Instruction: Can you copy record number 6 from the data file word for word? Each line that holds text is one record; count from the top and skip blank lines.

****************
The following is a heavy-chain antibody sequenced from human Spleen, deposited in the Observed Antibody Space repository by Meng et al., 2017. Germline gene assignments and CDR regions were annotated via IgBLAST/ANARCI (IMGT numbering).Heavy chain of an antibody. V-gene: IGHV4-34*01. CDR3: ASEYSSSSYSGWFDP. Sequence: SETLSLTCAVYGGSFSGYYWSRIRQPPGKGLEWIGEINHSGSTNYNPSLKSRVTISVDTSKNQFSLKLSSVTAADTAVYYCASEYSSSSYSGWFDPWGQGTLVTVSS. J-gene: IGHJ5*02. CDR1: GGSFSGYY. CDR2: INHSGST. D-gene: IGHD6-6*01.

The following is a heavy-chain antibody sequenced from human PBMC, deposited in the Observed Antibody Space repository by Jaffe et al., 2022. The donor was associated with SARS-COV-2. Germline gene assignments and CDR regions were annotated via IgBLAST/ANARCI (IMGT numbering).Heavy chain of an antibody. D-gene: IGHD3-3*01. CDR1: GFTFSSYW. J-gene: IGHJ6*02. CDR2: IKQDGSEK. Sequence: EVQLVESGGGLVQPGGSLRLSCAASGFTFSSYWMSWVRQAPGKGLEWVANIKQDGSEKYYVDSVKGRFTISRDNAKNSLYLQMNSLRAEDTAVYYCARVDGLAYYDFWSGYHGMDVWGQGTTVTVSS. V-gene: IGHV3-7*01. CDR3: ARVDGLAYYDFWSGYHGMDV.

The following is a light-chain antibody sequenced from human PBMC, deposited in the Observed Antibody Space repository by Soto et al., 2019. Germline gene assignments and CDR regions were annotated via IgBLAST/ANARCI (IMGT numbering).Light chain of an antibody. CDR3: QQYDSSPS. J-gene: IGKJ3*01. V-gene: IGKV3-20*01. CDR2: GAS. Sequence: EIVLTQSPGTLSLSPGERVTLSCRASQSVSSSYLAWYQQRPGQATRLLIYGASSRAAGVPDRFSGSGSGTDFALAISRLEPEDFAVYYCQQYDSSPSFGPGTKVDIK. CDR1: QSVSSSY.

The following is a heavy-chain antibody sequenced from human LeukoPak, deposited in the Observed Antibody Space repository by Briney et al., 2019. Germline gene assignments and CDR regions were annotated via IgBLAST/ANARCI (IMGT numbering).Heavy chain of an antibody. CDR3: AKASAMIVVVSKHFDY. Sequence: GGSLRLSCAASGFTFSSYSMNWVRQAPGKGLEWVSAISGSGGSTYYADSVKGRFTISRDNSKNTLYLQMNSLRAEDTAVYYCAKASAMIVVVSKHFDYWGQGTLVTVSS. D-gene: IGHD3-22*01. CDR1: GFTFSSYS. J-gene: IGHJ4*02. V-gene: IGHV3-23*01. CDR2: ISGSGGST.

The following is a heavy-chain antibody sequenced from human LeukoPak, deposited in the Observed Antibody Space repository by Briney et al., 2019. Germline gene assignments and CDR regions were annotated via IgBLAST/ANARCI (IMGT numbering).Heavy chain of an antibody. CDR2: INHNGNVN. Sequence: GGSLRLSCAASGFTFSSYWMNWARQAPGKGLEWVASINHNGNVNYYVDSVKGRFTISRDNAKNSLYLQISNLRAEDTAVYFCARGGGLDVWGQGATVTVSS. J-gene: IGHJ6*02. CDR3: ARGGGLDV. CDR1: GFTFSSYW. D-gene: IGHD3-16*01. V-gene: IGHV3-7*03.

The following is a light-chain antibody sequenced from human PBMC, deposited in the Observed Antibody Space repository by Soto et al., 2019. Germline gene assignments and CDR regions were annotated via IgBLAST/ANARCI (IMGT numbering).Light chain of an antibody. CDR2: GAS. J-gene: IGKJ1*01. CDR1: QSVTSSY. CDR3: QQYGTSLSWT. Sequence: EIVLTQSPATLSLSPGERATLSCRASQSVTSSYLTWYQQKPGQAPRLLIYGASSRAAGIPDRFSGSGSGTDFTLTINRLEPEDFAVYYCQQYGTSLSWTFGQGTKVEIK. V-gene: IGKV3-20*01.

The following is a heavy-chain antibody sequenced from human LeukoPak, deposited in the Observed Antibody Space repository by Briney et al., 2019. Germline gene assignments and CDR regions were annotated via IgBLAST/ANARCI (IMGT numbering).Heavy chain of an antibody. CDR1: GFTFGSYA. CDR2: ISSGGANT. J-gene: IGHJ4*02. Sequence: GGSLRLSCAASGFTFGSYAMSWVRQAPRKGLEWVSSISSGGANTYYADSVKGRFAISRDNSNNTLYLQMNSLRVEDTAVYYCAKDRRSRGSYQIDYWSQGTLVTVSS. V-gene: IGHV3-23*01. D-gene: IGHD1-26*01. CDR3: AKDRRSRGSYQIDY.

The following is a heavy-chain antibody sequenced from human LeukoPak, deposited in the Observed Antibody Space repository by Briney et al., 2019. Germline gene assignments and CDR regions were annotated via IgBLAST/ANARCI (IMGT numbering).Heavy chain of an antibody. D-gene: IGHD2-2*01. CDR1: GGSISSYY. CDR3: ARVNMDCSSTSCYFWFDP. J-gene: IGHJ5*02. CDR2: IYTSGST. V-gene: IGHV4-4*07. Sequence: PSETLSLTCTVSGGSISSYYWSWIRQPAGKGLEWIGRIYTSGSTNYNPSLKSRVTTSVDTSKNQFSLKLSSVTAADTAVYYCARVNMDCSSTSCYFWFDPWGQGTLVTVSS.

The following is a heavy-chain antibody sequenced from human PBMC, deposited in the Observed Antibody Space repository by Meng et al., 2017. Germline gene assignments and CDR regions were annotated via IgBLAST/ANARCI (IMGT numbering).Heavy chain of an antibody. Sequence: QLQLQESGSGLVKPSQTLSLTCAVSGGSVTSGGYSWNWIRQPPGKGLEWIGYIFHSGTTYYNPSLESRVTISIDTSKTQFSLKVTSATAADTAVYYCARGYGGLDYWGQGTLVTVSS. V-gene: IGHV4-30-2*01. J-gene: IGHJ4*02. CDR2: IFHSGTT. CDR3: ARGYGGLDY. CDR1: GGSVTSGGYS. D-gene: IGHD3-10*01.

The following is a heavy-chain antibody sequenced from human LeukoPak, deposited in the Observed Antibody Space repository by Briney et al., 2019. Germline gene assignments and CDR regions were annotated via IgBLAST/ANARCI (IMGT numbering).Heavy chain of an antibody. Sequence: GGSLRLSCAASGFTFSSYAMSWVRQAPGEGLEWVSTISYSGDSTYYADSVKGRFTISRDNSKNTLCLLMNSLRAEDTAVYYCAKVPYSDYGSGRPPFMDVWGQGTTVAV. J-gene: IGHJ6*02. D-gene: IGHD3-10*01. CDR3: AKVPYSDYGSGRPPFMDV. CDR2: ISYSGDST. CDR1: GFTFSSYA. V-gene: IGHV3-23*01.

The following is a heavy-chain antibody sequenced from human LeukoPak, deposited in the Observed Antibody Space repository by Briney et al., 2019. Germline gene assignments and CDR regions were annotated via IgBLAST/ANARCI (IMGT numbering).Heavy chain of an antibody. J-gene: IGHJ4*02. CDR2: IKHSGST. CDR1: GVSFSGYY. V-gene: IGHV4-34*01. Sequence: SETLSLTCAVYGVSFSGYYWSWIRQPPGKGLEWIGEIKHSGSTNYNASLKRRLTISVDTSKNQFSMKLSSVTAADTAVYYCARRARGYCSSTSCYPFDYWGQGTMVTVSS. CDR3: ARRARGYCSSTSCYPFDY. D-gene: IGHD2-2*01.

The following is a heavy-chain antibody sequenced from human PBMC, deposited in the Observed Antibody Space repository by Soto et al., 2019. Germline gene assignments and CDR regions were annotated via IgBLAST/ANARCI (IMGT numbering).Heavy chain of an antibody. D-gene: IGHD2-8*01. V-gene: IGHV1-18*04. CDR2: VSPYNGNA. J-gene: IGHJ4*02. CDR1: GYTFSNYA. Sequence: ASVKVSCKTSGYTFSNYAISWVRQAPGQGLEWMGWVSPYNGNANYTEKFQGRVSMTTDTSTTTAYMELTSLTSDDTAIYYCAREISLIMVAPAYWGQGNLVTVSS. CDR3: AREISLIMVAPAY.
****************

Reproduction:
The following is a light-chain antibody sequenced from human PBMC, deposited in the Observed Antibody Space repository by Soto et al., 2019. Germline gene assignments and CDR regions were annotated via IgBLAST/ANARCI (IMGT numbering).Light chain of an antibody. CDR2: GAS. J-gene: IGKJ1*01. CDR1: QSVTSSY. CDR3: QQYGTSLSWT. Sequence: EIVLTQSPATLSLSPGERATLSCRASQSVTSSYLTWYQQKPGQAPRLLIYGASSRAAGIPDRFSGSGSGTDFTLTINRLEPEDFAVYYCQQYGTSLSWTFGQGTKVEIK. V-gene: IGKV3-20*01.